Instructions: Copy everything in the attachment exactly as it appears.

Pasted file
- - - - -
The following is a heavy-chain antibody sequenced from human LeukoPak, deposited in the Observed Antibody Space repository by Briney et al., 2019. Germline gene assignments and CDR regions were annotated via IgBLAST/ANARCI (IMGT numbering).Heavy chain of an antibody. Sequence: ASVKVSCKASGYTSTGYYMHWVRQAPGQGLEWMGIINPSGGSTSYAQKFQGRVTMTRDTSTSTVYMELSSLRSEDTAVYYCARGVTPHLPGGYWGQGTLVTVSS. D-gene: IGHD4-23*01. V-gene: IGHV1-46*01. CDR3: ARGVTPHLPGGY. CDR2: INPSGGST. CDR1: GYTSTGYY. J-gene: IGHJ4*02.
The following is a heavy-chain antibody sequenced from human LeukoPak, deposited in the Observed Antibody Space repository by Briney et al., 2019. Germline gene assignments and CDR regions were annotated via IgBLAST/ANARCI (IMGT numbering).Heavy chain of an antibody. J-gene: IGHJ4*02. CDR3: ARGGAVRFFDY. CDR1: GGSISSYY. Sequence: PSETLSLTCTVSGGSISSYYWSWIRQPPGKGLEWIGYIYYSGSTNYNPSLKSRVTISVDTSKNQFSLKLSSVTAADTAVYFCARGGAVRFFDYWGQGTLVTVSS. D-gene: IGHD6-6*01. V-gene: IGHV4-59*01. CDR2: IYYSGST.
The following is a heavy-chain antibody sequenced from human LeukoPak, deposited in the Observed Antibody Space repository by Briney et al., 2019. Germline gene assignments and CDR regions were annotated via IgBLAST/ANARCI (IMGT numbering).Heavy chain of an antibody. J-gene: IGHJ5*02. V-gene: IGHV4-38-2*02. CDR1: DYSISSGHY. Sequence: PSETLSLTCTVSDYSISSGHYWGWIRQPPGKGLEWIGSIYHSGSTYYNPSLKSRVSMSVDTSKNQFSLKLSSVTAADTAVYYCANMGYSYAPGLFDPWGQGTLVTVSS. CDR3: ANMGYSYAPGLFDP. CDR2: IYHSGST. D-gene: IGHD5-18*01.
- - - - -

The following is a heavy-chain antibody sequenced from human LeukoPak, deposited in the Observed Antibody Space repository by Briney et al., 2019. Germline gene assignments and CDR regions were annotated via IgBLAST/ANARCI (IMGT numbering).Heavy chain of an antibody. Sequence: ASVKVSCKASGYTSTGYYMHWVRQAPGQGLEWMGIINPSGGSTSYAQKFQGRVTMTRDTSTSTVYMELSSLRSEDTAVYYCARGVTPHLPGGYWGQGTLVTVSS. D-gene: IGHD4-23*01. V-gene: IGHV1-46*01. CDR3: ARGVTPHLPGGY. CDR2: INPSGGST. CDR1: GYTSTGYY. J-gene: IGHJ4*02.
The following is a heavy-chain antibody sequenced from human LeukoPak, deposited in the Observed Antibody Space repository by Briney et al., 2019. Germline gene assignments and CDR regions were annotated via IgBLAST/ANARCI (IMGT numbering).Heavy chain of an antibody. J-gene: IGHJ4*02. CDR3: ARGGAVRFFDY. CDR1: GGSISSYY. Sequence: PSETLSLTCTVSGGSISSYYWSWIRQPPGKGLEWIGYIYYSGSTNYNPSLKSRVTISVDTSKNQFSLKLSSVTAADTAVYFCARGGAVRFFDYWGQGTLVTVSS. D-gene: IGHD6-6*01. V-gene: IGHV4-59*01. CDR2: IYYSGST.
The following is a heavy-chain antibody sequenced from human LeukoPak, deposited in the Observed Antibody Space repository by Briney et al., 2019. Germline gene assignments and CDR regions were annotated via IgBLAST/ANARCI (IMGT numbering).Heavy chain of an antibody. J-gene: IGHJ5*02. V-gene: IGHV4-38-2*02. CDR1: DYSISSGHY. Sequence: PSETLSLTCTVSDYSISSGHYWGWIRQPPGKGLEWIGSIYHSGSTYYNPSLKSRVSMSVDTSKNQFSLKLSSVTAADTAVYYCANMGYSYAPGLFDPWGQGTLVTVSS. CDR3: ANMGYSYAPGLFDP. CDR2: IYHSGST. D-gene: IGHD5-18*01.